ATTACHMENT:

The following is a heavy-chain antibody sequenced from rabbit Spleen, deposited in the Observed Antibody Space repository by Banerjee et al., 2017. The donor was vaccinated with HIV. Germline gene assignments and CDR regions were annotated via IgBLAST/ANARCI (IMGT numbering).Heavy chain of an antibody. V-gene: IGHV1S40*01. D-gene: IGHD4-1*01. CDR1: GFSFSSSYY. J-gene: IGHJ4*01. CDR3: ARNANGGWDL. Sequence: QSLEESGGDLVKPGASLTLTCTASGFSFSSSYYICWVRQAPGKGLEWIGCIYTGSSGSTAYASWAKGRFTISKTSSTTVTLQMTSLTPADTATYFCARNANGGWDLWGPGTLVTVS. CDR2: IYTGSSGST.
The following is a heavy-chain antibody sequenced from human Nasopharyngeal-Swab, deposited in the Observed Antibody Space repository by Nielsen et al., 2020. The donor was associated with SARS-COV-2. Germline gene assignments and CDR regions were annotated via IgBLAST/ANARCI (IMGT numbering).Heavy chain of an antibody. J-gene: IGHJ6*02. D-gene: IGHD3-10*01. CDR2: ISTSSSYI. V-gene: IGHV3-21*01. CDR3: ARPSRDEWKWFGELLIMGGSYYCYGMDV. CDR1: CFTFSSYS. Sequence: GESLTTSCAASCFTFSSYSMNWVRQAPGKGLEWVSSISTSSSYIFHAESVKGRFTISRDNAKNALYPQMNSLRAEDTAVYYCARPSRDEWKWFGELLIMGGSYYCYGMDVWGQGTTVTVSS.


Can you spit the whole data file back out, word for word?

The following is a heavy-chain antibody sequenced from rabbit Spleen, deposited in the Observed Antibody Space repository by Banerjee et al., 2017. The donor was vaccinated with HIV. Germline gene assignments and CDR regions were annotated via IgBLAST/ANARCI (IMGT numbering).Heavy chain of an antibody. V-gene: IGHV1S40*01. D-gene: IGHD4-1*01. CDR1: GFSFSSSYY. J-gene: IGHJ4*01. CDR3: ARNANGGWDL. Sequence: QSLEESGGDLVKPGASLTLTCTASGFSFSSSYYICWVRQAPGKGLEWIGCIYTGSSGSTAYASWAKGRFTISKTSSTTVTLQMTSLTPADTATYFCARNANGGWDLWGPGTLVTVS. CDR2: IYTGSSGST.
The following is a heavy-chain antibody sequenced from human Nasopharyngeal-Swab, deposited in the Observed Antibody Space repository by Nielsen et al., 2020. The donor was associated with SARS-COV-2. Germline gene assignments and CDR regions were annotated via IgBLAST/ANARCI (IMGT numbering).Heavy chain of an antibody. J-gene: IGHJ6*02. D-gene: IGHD3-10*01. CDR2: ISTSSSYI. V-gene: IGHV3-21*01. CDR3: ARPSRDEWKWFGELLIMGGSYYCYGMDV. CDR1: CFTFSSYS. Sequence: GESLTTSCAASCFTFSSYSMNWVRQAPGKGLEWVSSISTSSSYIFHAESVKGRFTISRDNAKNALYPQMNSLRAEDTAVYYCARPSRDEWKWFGELLIMGGSYYCYGMDVWGQGTTVTVSS.